In my last article, I wrote about my transition from dental hygienist to health coach. In this article, I want to share my vision of how we can take our oral health prevention “coaching” to the next level. I am sure that many dental hygienists teach to the minimum standard of care, while many others move far beyond. Let us consider why we might want to do more.
Based on my belief that all bodily systems are connected, I feel it is important to step back, not to be so myopic, and to look at each patient as a whole. This concept of seeing and treating a patient as a whole is the difference between systems medicine and functional medicine.
The dental hygienist spends more time with each patient, on average, than any other health care provider. For this and many other reasons, I suggest adding one more service for a demographic of patient that is underserved.
I am sure Paula would be surprised and thrilled. In two minutes, you can give your patient simple supportive instructions that would help her lose weight, and perhaps inadvertently get her off or reduce some of her medications.
Ask the patient if you can call in two weeks to check on her/his progress, and follow through with a telephone call. During the conversation, revise the goal and action steps, make a short note in her/his chart, and if appropriate, repeat the process. This is an amazing way to cement the bond between you and your patient and to let her/him know how much you care about the patient as a person.Not convinced yet? According to the CDC, at least 60% of adults age 20 and above are overweight or obese.(1) Obesity increases the risk factors for a number of health conditions, including Type 2 diabetes,(2) hypertension, heart disease, stroke and more. This affects an estimated 97 million adults in the United States.(3) Recent studies have calculated health care costs due to obesity in 2005 estimated at 190 billion dollars, which is more than double the previous estimates.(4) Finally, the cost in lives and broken hearts is just staggering.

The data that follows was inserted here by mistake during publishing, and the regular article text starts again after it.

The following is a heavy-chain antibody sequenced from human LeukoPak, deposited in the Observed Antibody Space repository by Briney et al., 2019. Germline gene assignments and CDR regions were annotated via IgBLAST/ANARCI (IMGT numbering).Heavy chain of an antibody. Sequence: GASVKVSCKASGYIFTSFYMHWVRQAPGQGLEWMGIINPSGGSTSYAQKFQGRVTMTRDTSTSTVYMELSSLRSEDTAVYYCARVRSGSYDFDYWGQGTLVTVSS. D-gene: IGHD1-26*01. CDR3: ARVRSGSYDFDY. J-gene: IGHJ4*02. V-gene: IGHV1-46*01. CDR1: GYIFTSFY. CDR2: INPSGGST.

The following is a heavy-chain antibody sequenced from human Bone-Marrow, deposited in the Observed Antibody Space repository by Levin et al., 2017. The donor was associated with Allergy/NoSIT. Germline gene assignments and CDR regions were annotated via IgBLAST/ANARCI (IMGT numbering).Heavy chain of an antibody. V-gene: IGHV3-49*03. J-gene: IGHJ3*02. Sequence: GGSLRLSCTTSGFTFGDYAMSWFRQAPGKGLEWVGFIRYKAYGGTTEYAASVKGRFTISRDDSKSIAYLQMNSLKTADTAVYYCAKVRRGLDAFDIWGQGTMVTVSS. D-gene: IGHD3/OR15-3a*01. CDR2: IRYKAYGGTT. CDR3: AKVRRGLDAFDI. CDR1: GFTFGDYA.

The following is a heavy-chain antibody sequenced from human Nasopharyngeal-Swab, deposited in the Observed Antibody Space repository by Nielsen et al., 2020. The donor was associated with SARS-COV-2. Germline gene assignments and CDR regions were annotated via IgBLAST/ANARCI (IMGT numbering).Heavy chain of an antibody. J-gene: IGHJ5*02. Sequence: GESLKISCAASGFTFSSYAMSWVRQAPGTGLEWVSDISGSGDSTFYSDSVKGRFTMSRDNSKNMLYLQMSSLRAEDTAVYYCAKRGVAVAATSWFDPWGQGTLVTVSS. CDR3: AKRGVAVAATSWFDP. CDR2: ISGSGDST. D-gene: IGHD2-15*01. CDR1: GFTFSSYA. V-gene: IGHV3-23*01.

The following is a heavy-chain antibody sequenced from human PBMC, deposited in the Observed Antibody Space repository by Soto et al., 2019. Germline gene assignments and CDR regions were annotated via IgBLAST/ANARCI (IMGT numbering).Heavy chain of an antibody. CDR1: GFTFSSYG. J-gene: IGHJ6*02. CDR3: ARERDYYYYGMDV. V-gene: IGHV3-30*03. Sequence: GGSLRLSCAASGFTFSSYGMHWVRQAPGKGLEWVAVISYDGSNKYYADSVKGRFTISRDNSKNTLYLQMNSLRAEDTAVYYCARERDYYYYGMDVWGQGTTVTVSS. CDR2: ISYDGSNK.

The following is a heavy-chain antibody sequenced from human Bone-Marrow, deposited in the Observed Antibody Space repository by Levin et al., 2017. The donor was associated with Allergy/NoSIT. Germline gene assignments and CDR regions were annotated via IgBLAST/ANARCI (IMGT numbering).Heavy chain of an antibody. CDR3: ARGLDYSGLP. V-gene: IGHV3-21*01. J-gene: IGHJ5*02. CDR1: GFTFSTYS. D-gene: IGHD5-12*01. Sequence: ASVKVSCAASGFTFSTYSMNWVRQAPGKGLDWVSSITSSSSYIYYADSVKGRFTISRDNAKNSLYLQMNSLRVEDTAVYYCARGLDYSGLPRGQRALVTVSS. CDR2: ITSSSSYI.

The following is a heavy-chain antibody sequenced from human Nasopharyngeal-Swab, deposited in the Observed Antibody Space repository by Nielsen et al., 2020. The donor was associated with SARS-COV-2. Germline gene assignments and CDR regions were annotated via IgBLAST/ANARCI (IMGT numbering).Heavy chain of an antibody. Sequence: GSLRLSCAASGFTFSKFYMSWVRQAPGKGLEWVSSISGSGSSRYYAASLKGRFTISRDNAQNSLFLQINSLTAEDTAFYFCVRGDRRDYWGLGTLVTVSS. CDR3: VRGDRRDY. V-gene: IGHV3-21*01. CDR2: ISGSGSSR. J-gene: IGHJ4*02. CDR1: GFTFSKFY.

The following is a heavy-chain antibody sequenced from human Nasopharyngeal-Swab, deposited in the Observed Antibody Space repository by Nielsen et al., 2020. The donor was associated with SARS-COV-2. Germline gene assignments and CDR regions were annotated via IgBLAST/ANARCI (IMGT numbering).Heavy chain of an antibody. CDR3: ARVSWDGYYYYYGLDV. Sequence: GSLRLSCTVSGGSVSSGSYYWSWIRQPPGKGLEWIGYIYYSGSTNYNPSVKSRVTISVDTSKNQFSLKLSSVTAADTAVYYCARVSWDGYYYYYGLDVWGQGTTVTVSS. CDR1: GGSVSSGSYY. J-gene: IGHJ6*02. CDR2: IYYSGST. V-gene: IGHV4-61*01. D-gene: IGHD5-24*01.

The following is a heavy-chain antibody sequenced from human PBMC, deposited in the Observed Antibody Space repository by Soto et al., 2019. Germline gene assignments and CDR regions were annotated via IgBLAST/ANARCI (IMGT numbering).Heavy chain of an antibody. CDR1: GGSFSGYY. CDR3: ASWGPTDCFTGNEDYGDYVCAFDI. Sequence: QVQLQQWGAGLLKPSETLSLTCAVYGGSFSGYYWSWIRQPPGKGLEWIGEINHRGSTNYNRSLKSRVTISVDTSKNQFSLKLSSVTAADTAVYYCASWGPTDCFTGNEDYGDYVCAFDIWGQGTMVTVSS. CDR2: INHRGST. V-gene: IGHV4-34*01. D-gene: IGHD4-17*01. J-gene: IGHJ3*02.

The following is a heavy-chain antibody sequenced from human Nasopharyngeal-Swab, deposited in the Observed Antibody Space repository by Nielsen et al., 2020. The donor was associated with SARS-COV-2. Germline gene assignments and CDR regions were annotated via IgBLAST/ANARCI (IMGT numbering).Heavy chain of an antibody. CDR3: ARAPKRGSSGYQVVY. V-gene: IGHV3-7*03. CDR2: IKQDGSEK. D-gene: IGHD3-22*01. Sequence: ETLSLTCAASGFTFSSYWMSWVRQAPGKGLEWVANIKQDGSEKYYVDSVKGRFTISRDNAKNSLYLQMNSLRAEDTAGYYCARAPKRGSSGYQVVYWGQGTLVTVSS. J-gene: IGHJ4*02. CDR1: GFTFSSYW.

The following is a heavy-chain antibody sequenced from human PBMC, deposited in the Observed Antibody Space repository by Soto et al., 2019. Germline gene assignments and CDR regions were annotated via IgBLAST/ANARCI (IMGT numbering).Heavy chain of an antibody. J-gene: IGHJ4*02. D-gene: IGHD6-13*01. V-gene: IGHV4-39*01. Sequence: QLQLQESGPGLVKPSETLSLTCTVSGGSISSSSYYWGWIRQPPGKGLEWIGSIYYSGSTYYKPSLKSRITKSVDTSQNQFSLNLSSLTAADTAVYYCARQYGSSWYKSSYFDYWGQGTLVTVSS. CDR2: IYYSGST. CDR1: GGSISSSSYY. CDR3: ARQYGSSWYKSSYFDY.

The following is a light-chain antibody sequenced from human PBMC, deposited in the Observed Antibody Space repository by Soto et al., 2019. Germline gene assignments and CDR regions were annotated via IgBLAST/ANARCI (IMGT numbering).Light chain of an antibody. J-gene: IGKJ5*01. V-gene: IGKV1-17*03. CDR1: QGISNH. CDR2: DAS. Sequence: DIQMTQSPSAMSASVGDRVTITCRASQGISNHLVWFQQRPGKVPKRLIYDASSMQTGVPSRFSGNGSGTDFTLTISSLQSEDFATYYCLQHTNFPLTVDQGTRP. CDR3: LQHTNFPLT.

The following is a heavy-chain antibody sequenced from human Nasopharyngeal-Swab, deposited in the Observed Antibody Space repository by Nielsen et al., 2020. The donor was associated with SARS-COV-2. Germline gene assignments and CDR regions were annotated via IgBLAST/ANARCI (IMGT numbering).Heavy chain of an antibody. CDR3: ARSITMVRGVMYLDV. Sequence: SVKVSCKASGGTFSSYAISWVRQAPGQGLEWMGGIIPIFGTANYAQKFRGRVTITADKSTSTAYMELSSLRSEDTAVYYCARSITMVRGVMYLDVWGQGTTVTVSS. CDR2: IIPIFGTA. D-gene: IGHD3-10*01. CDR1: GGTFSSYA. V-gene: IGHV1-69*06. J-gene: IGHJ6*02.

Image: Blue Shield
Imagine if you connected with one patient a week, and that one patient makes a significant lifestyle change, which in turn influences a family member or friend. Imagine that one patient goes off a medication that has some harmful side effects, and this patient is so satisfied with you and your office he recommends friends and family to the practice. Imagine how it would feel to be part of the solution to this massive health crisis we are facing, and it might be as simple as asking a question, “How can I support you to lose some weight?” How would it feel to have made such a huge difference in someone’s life? One patient a week times fifty-two; imagine the possibilities.
Take a chance this week and ask one patient a question that could change his life.For ideas about what to write on your prescription pad, visit my website, www.bellahealthyliving.com, or contact me directly at [email protected]. To your good health, Laurie Samuels, RDH, CHHC.References
1. CDC/NCHS, Health, United States, 2011, Table 74. Data from the National Health and Nutrition Examination Survey (NHANES). 2. National Institutes of Health. Clinical guidelines on the identification, evaluation,and treatment of overweight and obesity in adults—The evidence report. Obes Res 6 (Suppl 2):51S–209S. 1998. 3.http://www.nhlbi.nih.gov/guidelines/obesity/ob_gdlns.pdf. 4. 1. Cawley J, Meyerhoefer C. The medical care costs of obesity: an instrumental variables approach. J Health Econ. 2012; 31:219-30.